Sony Computer Entertainment announced today that the PlayStation 4 has sold through more than 35.9 million units as of January 3, 2016. Of that total, 5.7 million units were sold during the 2015 holiday season, stretching from November 22, 2015 to January 3, 2016 depending on region. Sony is reporting "sold through", so these are actual PS4s sold to consumers, not simply shipped to stores.
Sony is also saying that 35 million copies of PS4 software were sold at retail and the digital PlayStation Store. PlayStation Plus subscribers were up 60 percent year-over-year, so more people are getting those sweet, sweet "free" games.
"We are absolutely delighted that so many customers have selected PS4 as the best place to play throughout this holiday season and that the PS4 community is growing more than ever," said SCE president Andrew House. "We remain steadfast in our commitment to deliver innovative entertainment experiences, and look forward to bringing an unprecedented games portfolio from third party developers and publishers and SCE Worldwide Studios, including Uncharted: A Thief's End, New Hot Shots Golf (working title) and The Last Guardian, this coming year."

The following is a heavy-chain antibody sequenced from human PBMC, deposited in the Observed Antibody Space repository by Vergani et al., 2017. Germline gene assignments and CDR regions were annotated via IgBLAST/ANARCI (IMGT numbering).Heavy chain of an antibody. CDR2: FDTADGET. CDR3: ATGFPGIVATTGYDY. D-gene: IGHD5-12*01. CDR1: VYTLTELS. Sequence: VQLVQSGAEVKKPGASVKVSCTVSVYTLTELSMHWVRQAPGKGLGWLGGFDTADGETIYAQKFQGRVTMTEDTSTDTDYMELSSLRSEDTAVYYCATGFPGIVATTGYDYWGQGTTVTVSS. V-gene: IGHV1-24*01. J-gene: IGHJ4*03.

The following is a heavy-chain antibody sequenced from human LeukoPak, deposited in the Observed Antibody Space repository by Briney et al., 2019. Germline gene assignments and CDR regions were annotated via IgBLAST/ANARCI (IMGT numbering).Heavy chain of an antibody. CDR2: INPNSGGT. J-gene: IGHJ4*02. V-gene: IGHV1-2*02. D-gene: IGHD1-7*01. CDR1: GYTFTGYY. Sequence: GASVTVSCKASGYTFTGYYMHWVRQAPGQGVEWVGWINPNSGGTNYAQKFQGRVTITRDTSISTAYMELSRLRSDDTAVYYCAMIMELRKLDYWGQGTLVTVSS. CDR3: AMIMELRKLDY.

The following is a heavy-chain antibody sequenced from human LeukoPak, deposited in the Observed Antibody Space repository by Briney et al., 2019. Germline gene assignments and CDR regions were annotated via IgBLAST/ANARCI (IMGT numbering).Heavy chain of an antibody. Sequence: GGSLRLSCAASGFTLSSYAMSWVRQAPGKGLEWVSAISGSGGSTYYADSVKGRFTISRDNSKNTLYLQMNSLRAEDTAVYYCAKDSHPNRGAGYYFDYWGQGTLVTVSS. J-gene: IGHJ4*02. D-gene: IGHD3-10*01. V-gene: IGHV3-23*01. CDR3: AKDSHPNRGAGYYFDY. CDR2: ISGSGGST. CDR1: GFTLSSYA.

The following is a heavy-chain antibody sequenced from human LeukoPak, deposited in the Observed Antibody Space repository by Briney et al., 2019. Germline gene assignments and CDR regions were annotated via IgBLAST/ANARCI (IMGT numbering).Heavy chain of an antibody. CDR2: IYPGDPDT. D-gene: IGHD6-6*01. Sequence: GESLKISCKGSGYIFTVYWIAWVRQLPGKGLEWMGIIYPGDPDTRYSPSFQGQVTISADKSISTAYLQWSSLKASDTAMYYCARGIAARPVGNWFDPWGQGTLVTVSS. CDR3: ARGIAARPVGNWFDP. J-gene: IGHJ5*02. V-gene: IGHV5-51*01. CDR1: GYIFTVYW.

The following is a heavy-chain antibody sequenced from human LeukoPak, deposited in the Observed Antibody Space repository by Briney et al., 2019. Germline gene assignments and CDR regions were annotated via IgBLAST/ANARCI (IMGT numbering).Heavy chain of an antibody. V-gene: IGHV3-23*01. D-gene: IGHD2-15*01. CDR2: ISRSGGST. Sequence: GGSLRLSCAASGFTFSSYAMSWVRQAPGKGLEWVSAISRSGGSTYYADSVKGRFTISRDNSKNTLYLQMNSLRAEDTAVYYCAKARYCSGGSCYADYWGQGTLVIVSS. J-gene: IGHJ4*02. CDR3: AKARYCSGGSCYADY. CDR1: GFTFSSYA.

Sony's projections for PlayStation 4 sales call for 38.8 million units sold by March 31, 2016. That's quite doable for the the system, which sold around 2.5 to 3 million per quarter in the last fiscal year. Microsoft is looking to thin the PS4-Xbox One gap, but Sony is still holding onto exclusives like Street Fighter V, Persona 5, Valkyria: Azure Revolution, Star Ocean: Integrity and Faithlessness, and King of Fighters XIV during 2016. In addition, Hideo Kojima's first title with new studio will be console exclusive for a PlayStation platform in addition to a PC release.
Basically, unless something changes soon, the PlayStation 4 has clearly run away with the crown for this console generation. The Xbox One is trying to put up a fight and it remains to be seen if Nintendo's NX can overtake Sony's current home console. With sales numbers like this and that commanding lead, developers and publishers will be more likely to bet on the PS4 as their home console of choice if they only have the resources to support a single system. That means, Sony's position becomes stronger unless Microsoft opens its wallet a bit more or Nintendo completely surprises with its latest console.